BERKELEY (AP) — The sun is shining, the days are warm and No. 22 Stanford and California still have half a season left to play entering the 115th edition of the Big Game rivalry.
If the timing seems strange, that's because it is.
In the first of what is expected to be at least one Pac-12 rivalry moved from its normal date some years because of the expanded league's squeezed schedule, the Bay Area schools will meet at remodeled Memorial Stadium on Saturday under an odd October sky. The teams traditionally play the final conference game against each other — if not the last game altogether.
Stanford coach David Shaw and Cal's Jeff Tedford both said preparing for each other so soon seems a little awkward. Each program's athletic director denounced the date when it was announced. And almost every player, particularly the upperclassmen, admitted the schedule seems out of sorts.
"I don't like it," Shaw said. "I think it's weird. I think it's different."
As much as the schools and conference tried, the atypical timing of this season's Big Game couldn't be avoided.
The Pac-12 championship, which began last season when the league added Colorado and Utah, takes up the first weekend of December — a date often used for rivalry games. The conference's landmark TV deal, worth about $3 billion, added more Thursday night games. And per league policy, teams must have a bye week the Saturday before Thursday night games.
The result left Stanford (4-2, 2-1) and Cal (3-4, 2-2) with three options: play on Thanksgiving weekend, which both rejected, citing concerns about midweek festivities during the holiday. The second was to play the Saturday before Thanksgiving, which member athletic directors shot down, saying that would strain other parts of the league schedule. And the third was to play Oct. 20, which athletic directors who make the schedule formed a majority to force the schools to accept.
"We're going to prepare and we're going to play. There's nothing I can do about it," Tedford said. "But it's a little bit awkward, because you normally play your traditional rival at the end of the year."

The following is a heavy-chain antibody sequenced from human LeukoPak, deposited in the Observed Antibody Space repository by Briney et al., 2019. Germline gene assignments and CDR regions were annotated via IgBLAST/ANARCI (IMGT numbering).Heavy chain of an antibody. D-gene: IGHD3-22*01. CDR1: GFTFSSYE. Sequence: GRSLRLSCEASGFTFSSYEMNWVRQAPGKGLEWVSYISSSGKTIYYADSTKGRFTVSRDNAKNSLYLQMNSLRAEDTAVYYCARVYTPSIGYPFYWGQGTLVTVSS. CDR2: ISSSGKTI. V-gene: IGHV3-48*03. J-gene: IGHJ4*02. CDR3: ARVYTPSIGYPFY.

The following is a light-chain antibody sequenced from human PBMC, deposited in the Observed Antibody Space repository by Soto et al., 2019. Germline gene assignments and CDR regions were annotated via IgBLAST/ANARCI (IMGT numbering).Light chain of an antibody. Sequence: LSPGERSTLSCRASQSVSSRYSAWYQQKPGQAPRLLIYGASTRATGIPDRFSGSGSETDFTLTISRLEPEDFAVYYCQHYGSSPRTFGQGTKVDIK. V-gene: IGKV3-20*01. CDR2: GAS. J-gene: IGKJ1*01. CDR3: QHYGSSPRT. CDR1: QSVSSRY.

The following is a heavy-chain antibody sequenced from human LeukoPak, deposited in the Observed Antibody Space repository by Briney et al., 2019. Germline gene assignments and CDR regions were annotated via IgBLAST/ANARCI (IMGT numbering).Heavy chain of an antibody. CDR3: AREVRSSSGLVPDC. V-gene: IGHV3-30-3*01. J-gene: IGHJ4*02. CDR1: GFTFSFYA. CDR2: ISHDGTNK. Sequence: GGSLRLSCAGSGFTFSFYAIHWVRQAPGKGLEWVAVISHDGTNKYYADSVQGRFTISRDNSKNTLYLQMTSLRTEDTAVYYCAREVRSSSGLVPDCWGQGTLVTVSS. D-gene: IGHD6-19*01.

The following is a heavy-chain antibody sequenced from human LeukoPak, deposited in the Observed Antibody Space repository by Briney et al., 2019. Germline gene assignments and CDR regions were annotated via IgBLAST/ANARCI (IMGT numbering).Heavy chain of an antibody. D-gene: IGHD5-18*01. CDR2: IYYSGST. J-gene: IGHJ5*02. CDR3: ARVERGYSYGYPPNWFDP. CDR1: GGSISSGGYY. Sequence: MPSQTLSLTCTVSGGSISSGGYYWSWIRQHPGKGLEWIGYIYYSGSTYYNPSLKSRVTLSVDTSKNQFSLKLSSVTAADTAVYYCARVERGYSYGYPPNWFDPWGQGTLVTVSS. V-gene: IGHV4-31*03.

And while only the Big Game is impacted this season, more in the Pac-12 will be soon.
In years like 2012, when the calendar has only 14 Saturdays during football season, at least one game has to be shifted to create flexibility. That won't be a problem the next two years, but come 2015, there will be four straight 14-week seasons.
That means rivalry games such as Oregon-Oregon State, Southern California-UCLA, Washington-Washington State and Arizona-Arizona State will likely have to be shuffled. The conference plans to rotate rivalry games so the same programs aren't playing earlier than they want to every year.
"The Pac-12 Conference values the importance of our historic rivalry games and the importance of scheduling them in traditional end-of-season dates," Pac-12 Commissioner Larry Scott said when the schedule was released. "However, with the addition of our championship football game the last week of the season, and new television agreements commencing in 2012, there will be additional priorities that need to be balanced when making the schedule that will mean occasional date adjustments to rivalry games."
The Stanford-Cal rivalry, like so many others across the country, has typically been a way for one — or both — programs to often make their season on the final day — or wreck the other's.
Sometimes the result will affect bowl eligibility. Other times even save a coach's or quarterback's job. Mostly, though, it's about bragging rights all winter. This year?
"Right now, it's kind of weird," Stanford senior linebacker Chase Thomas said. "It's October, it's still warm outside."
The Cardinal have won the last two matchups and three of the last five. But Stanford no longer has Andrew Luck and has yet to score an offensive touchdown in two road games — both losses — this season under inconsistent quarterback Josh Nunes and a group of young wide receivers who dropped four balls in a 20-13 overtime loss at Notre Dame last weekend.
The Golden Bears, meanwhile, have won two straight for the first time all season and are a looking for an upset to launch them into the season's second half.
"I remember when we beat them last. That was really fun and kind of one of the highlights of my season as a freshman," Cal center Brian Schwenke said. "To be in the middle of the season right now playing them, it's a little different."
Adding to the oddness of the October matchup, the game will also be the first at Memorial Stadium since Cal's long-time home underwent a $321 million seismic retrofit and renovation.
In a series that dates back to 1892, the schools have played on both campuses and in San Francisco. They've never played in October — until Saturday.
"It doesn't matter when it is or where it is," Shaw said. "We'll be up for it."